The Beer Light to Guide Us

We recently noted a pleasant electronica record from Selffish, who happens to be from Riga and whose field recordings of that area aided his psychological recovery in some way, to the extent that he layered the Riga sounds into his own music. Well, here’s another Riga-centric piece, this time from the team of Rihards Bražinskis and Raitis Upens. They made Aldaris (UNFATHOMLESS U40) in Riga using the sounds of Riga, but mainly they intend the piece as a tribute to the former greatness of Riga, a time when the place used to be a bustling hive of industry. It was a time when a man could stand tall and cast a long shadow, or at least draw a decent salary from working in the factories. The creators, misty-eyed to some degree, identify this as “a mighty and noble age” and look back wistfully on these days of “great socially economical prosperity”. To realise this socio-political statement, they set up location recordings in an old beer brewery in Aldaris – hence the name of the recording.

What they don’t point out is that this location is now the Aldaris Beer Museum, presumably a highly popular site for tourists on the Riga trail. The promotional blurb for this museum speaks warmly of “the diversity and charm of beers brewed in Latvia” and tells us that the interior works of the brewing hall have been “untouched since 1938”. I can see why this would strike a note with any conscientious artist, and it’s to the credit of this duo that they’ve made a creditable effort with this sound art statement of theirs. It’s subtle, but I think their intention has been fairly well realised; we begin with recognisable sounds of machinery at work (what they’re doing is not entirely clear), which eventually gives way to wistful and nostalgic ambient musical tones, thereby suggesting the glories of the past 20th century to the listener and remind us of what has been lost in the vagaries of capitalism. In this, the piece hopes to achieve what they describe as “mental time-travel”.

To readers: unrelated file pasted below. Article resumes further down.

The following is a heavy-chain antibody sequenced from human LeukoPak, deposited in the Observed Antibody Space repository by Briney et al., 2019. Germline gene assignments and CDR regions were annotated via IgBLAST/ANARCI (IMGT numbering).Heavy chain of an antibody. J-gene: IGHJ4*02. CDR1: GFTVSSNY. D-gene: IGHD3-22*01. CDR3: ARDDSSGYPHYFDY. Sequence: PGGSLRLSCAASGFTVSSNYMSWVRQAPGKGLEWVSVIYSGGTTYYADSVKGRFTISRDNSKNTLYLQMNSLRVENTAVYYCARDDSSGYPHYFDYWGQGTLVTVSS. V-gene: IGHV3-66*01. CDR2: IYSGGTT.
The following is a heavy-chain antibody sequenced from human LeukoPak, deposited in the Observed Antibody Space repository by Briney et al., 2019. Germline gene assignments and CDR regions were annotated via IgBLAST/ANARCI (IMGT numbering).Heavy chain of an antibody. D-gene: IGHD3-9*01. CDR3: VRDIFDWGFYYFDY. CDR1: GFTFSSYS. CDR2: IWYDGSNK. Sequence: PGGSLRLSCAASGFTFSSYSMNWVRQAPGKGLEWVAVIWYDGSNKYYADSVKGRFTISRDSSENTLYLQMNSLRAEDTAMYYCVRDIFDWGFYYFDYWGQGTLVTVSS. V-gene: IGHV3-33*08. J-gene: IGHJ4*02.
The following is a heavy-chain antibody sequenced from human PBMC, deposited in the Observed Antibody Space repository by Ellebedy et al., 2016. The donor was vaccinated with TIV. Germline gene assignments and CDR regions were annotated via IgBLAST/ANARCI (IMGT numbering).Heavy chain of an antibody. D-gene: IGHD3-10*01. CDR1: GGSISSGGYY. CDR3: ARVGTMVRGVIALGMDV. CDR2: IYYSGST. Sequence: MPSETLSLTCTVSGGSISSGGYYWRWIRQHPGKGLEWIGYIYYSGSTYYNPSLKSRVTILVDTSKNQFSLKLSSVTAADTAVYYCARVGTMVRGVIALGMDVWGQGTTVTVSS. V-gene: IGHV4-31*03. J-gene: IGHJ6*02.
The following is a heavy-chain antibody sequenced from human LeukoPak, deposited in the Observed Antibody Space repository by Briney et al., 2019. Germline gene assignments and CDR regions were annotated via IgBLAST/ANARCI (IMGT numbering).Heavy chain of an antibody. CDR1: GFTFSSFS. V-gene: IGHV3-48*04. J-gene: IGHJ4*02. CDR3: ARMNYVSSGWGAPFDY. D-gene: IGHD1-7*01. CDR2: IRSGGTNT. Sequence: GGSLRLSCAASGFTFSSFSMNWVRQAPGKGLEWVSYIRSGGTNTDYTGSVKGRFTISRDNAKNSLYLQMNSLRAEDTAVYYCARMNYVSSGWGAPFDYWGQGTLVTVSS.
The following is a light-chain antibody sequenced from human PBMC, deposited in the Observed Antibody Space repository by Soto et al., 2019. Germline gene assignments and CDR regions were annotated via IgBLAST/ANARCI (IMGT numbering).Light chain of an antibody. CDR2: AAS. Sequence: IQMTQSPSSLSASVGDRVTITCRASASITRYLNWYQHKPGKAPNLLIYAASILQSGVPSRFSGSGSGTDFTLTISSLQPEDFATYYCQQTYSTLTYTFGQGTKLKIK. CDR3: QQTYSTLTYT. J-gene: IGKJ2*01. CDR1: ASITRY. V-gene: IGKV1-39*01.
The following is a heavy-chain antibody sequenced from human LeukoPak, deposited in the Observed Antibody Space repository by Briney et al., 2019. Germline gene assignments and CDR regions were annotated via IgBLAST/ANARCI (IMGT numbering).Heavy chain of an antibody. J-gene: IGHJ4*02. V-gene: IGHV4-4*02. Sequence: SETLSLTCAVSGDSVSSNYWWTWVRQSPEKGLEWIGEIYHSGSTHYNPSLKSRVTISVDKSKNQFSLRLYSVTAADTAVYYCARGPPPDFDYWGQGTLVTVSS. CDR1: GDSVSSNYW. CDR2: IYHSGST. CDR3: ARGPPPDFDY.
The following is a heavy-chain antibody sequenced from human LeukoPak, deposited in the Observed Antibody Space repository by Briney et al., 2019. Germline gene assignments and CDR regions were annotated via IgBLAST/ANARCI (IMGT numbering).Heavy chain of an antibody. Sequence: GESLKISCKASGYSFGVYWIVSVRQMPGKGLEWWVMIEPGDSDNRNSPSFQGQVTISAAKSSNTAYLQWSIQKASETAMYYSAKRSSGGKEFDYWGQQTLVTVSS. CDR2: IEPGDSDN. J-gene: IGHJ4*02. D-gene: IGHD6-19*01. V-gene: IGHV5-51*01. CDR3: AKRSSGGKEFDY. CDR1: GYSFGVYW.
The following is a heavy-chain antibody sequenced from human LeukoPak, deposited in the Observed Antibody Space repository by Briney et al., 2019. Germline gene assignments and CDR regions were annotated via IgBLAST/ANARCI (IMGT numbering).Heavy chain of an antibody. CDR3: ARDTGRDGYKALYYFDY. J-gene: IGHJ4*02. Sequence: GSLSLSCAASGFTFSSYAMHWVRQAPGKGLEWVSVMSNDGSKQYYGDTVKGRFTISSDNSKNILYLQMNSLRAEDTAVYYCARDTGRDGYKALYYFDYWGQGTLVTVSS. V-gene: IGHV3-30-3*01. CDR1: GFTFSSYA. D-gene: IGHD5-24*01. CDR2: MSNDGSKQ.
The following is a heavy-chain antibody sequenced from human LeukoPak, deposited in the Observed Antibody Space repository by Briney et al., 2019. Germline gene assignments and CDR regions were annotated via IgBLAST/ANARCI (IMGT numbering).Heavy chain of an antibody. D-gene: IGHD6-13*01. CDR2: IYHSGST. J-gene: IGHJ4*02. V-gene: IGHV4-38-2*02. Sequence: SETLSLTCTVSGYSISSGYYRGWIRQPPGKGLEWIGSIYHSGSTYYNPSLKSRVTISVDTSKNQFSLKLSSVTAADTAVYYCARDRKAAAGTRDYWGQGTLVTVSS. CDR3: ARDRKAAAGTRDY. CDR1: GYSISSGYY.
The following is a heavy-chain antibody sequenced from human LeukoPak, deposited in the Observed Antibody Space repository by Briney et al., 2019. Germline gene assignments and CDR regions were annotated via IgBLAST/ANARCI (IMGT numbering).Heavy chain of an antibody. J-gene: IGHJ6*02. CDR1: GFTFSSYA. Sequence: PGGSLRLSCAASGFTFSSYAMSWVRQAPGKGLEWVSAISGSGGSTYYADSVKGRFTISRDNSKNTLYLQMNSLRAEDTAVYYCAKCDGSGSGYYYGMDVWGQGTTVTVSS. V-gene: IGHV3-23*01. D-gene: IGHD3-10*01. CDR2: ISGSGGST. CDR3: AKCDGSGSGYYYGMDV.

Now, a couple of observations: the intention is very similar, if not identical, to what was proposed by Sala on Scare Me Not, his recordings of Utena which was also released this year on the same label. The main difference is that Sala, with his recordings of a site littered with decrepit Soviet machines, was aiming for a gloomy meditation on decay; Aldaris is, at least, somewhat more positive about what the past represents to us, and its creators are clearly sorry to see the passing of the beer factory and this machinery. That is the first observation. The second observation would be that this sublimation of time and place is something which pertains to just about every release I’ve heard on this label; each project may start life as a documentary field recording, but it soon passes into the contemplation of metaphysical matters, things unseen, intangible elements. Indeed I have before me a hand-written note from the label owner in which he hopes that I “have some galvanising audio-journey”. The challenge which all these artists set for themselves is how they can convey these subjective and fleeting impressions on a recording. To learn how Rihards Bražinskis and Raitis Upens do it, hear this record. 200 numbered copies, from 2nd May 2017.

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